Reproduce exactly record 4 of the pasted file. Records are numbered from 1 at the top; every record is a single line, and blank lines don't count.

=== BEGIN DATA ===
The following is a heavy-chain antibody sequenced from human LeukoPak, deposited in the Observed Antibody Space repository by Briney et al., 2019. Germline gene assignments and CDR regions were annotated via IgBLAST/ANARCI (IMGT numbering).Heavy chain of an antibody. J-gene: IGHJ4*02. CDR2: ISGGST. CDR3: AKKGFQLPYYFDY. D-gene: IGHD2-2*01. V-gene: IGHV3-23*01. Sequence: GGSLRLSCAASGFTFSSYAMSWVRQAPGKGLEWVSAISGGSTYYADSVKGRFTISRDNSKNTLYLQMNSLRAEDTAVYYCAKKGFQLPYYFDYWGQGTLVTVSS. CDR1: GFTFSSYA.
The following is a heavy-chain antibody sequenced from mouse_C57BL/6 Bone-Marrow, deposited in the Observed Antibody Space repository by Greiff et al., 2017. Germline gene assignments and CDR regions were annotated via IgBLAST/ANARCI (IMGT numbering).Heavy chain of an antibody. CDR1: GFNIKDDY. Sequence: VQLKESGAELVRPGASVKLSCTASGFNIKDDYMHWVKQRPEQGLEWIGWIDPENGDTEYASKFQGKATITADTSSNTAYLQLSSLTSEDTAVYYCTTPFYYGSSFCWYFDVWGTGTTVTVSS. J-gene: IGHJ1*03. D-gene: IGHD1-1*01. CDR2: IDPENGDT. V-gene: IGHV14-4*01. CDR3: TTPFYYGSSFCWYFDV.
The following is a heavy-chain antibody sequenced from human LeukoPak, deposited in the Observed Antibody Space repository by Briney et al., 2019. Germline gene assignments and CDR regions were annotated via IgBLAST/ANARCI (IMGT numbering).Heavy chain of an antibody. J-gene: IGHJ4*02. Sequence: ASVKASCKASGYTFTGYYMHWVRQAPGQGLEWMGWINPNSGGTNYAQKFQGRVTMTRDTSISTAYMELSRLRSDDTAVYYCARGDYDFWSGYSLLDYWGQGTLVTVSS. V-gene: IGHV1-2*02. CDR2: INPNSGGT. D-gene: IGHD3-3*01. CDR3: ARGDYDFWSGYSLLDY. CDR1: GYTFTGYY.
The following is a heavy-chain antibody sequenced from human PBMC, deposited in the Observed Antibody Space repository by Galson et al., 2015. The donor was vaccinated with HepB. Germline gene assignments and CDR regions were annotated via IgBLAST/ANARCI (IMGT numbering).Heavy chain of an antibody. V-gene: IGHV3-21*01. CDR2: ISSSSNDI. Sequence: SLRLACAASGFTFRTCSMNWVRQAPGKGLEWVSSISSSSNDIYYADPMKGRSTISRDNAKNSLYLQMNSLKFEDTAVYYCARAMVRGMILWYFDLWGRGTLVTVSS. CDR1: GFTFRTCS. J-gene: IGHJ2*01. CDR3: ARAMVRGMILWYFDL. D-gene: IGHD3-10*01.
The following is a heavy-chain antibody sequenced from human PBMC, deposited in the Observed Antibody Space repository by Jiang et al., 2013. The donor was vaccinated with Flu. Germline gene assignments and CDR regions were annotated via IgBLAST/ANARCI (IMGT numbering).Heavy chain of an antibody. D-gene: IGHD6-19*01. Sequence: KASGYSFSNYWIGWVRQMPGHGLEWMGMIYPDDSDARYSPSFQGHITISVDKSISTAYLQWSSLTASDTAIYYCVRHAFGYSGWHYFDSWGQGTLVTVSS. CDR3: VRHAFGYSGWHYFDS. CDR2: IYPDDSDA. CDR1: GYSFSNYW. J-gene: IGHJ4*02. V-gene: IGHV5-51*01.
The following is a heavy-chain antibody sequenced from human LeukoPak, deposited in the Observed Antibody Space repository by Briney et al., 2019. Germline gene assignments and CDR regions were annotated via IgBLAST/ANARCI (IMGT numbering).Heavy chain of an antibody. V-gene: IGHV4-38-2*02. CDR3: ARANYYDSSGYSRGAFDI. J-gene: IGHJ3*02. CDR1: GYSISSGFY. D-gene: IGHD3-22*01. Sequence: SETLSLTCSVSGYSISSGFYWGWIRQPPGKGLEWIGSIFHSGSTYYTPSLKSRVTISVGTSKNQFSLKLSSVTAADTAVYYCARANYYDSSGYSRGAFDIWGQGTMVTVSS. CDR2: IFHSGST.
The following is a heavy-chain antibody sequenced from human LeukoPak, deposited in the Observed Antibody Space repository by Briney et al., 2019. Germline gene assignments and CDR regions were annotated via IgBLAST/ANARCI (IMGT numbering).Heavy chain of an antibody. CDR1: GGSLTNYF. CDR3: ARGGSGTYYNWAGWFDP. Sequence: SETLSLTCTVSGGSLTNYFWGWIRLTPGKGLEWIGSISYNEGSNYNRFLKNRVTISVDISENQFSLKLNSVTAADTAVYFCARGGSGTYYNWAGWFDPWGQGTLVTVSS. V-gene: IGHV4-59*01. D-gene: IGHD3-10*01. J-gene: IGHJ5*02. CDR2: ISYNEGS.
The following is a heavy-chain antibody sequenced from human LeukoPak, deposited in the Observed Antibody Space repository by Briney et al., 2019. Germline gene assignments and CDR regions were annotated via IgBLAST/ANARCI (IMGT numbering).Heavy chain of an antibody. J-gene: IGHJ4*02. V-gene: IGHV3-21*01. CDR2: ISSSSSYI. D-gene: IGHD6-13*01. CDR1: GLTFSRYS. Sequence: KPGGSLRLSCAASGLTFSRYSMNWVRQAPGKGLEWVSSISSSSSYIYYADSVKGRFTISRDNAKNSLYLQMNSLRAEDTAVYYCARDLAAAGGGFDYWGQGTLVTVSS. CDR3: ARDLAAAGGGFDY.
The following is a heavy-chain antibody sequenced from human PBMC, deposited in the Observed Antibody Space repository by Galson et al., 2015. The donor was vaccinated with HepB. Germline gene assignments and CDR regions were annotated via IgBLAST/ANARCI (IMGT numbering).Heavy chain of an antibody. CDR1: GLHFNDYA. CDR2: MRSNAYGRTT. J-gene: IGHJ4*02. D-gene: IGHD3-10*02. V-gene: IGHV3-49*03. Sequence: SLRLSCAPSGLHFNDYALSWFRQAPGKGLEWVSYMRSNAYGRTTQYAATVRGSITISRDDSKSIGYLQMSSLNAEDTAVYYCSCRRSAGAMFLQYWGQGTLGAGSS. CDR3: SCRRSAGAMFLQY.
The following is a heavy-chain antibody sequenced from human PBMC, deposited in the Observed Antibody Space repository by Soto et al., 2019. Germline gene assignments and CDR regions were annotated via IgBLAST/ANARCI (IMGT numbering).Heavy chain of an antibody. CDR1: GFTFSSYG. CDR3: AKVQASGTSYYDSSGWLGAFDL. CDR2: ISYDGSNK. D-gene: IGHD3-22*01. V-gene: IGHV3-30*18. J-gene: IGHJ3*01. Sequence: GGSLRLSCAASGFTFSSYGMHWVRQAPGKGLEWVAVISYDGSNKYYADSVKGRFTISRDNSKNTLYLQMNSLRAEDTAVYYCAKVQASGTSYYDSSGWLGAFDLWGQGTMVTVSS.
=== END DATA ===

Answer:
The following is a heavy-chain antibody sequenced from human PBMC, deposited in the Observed Antibody Space repository by Galson et al., 2015. The donor was vaccinated with HepB. Germline gene assignments and CDR regions were annotated via IgBLAST/ANARCI (IMGT numbering).Heavy chain of an antibody. V-gene: IGHV3-21*01. CDR2: ISSSSNDI. Sequence: SLRLACAASGFTFRTCSMNWVRQAPGKGLEWVSSISSSSNDIYYADPMKGRSTISRDNAKNSLYLQMNSLKFEDTAVYYCARAMVRGMILWYFDLWGRGTLVTVSS. CDR1: GFTFRTCS. J-gene: IGHJ2*01. CDR3: ARAMVRGMILWYFDL. D-gene: IGHD3-10*01.